Statistical analyses were performed by using analysis of variance with Dunnett's posttest to compare the parameters of interest in the control, CBZ, and OXC groups. When the CBZ and OXC groups were collapsed together, unpaired t tests were used for comparison with the control group. Because age was found to be a confounding variable, multiple regression was used to account for its effects and to isolate the impact of AED treatment on the variable of interest. The data for the CBZ patients before and after switch to OXC were analyzed by using paired t tests. Logarithmic transformation was used when necessary to ensure normal distribution of data. All analyses were done by using InStat 3.0b for Macintosh (GraphPad, San Diego, CA, U.S.A.). The power analyses mentioned in the Discussion section were performed by using the same company's StatMate 2.0a for Macintosh. This study was approved by the Institutional Review Board at Northwestern University.
Baseline characteristics of the study participants are shown in Table 1. The age range of study subjects was very broad (18 to 72 years old), but the vast majority (89%) were younger than 50 years. All those older than 50 years were male patients. The three groups differed in age, with the OXC patients being significantly older than control subjects (p < 0.05). As a consequence, age was examined as a confounder in all subsequent analyses. Differences in gender between the groups were marginally significant (χ2, p = 0.057). However, gender was found to have no correlation with any of the study variables. No significant differences were found in the racial composition of the three groups, nor were there any differences in daily calcium intake. CBZ patients had been taking that AED for a median of 6 years (mean, 7.8 years; range, 0.25–32 years). OXC patients had been taking that drug for a median of 1.1 years (mean, 1.1 years; range, 0.15–3.75 years).
Table 1. Baseline characteristics of controls and epilepsy patients receiving CBZ or OXC monotherapy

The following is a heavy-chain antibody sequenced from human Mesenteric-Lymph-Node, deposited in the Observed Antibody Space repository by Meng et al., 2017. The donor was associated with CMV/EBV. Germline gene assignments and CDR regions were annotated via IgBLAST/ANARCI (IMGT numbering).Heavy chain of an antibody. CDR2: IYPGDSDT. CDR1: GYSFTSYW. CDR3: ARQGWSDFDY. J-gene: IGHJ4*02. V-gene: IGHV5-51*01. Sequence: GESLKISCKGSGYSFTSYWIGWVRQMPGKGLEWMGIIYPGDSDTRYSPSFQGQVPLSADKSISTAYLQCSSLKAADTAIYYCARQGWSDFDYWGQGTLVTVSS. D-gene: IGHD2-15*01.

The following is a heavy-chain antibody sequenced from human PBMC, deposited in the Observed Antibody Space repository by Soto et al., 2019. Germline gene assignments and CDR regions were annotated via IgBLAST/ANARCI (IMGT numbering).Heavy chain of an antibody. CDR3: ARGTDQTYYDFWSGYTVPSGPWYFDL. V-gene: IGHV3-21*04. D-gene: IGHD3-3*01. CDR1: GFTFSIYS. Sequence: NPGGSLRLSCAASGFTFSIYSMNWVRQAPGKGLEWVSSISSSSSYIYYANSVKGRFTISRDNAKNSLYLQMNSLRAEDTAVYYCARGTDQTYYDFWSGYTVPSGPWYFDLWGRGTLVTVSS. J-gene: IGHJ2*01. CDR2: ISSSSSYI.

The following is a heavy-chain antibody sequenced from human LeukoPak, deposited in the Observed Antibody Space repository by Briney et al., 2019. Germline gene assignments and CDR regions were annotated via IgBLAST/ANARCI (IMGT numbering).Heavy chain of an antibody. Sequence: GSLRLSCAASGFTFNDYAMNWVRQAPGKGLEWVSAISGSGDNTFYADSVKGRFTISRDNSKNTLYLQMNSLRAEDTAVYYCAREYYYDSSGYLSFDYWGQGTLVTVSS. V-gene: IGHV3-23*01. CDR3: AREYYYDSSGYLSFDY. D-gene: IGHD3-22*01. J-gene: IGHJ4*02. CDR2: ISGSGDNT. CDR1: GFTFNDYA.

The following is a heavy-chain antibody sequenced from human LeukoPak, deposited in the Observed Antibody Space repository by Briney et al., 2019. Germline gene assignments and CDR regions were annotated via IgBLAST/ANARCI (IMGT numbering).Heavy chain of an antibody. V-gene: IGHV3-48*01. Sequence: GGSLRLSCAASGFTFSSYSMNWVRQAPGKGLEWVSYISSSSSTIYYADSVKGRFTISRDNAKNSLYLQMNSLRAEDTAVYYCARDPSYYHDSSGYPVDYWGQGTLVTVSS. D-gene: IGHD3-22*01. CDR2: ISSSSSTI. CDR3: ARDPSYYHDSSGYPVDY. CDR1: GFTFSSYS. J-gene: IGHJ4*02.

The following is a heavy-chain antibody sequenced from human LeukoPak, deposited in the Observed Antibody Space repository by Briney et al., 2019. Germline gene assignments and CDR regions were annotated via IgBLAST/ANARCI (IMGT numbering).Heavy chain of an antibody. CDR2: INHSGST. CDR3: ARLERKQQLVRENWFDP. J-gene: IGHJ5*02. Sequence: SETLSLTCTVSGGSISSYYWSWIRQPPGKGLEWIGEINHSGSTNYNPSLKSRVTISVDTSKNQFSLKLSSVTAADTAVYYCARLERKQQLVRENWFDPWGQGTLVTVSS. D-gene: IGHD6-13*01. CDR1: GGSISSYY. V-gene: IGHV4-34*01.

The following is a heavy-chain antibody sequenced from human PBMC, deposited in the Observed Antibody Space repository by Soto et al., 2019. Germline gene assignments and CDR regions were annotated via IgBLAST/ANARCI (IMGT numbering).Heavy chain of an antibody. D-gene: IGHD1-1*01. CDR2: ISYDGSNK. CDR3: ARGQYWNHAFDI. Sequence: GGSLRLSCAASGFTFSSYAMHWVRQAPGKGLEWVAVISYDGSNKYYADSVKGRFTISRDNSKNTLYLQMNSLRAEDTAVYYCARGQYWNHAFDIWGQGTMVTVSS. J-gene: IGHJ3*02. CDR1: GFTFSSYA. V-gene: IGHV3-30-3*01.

|Age (mean ±||31 ± 7 ||41 ± 14||35 ± 12|
| SD, range) a||(22–48)||(18–72)||(20–65)|
|Race (% nonwhite)||29%||25%||33%|
|Calcium intake (mg; mean ± SD)||673 ± 456||530 ± 545||448 ± 416|
Results of laboratory testing are shown in Table 2. The comparison of 25-OHD levels between the control, OXC, and CBZ patients revealed that the groups were different (p = 0.053), with the OXC group having significantly lower levels than the control group (p < 0.05), and the CBZ group marginally lower than controls (p = 0.10). PTH levels in the CBZ and OXC groups were higher than those in the controls, although not significantly (p > 0.1). The direction of change was consistent with the change in 25-OHD levels, however. Comparison of BAP levels showed a difference between the three groups that was marginally significant (p = 0.07), with higher levels (reflecting greater bone formation) in the CBZ and OXC groups. OCLN was significantly different among the three treatment groups (p < 0.05), with CBZ patients demonstrating significantly higher levels than controls (p < 0.05). Once again, the direction of change in BAP and OCLN levels is consistent with the direction of change in 25-OHD and PTH levels. NTX levels were not different among the three groups (p > 0.1).
Of the 21 CBZ patients, 19 were successfully switched overnight to OXC; two had exacerbation of seizures and did not complete that portion of the study. When the values in the remaining CBZ patients were compared before and after the switch to OXC, no significant alterations were seen in any of the study parameters (p > 0.1). This is consistent with the fact that, as is apparent from Table 2, the results in the CBZ and OXC groups were remarkably similar for all study measures except for OCLN. Because the values for the two drug-treated groups differed so consistently from the control group, it appeared that the drugs had very similar effects on bone and 25-OHD metabolism. As a consequence, additional analyses were done with the data from the CBZ (preswitch) and OXC patients collapsed into a single group to increase statistical power. The combined drug-treatment group had significantly lower 25-OHD levels (p = 0.015) and significantly higher BAP (p = 0.02) than the control group. Significantly more patients had 25-OHD levels <20 in the drug-treatment group (21 of 41 vs. five of 21 in controls; Fisher's exact, p < 0.05). PTH and NTX were not different from controls in the combined drug-treatment group (p > 0.1). (The OXC and CBZ groups were not combined for analysis of OCLN, because the results in these two groups appeared somewhat distinct.)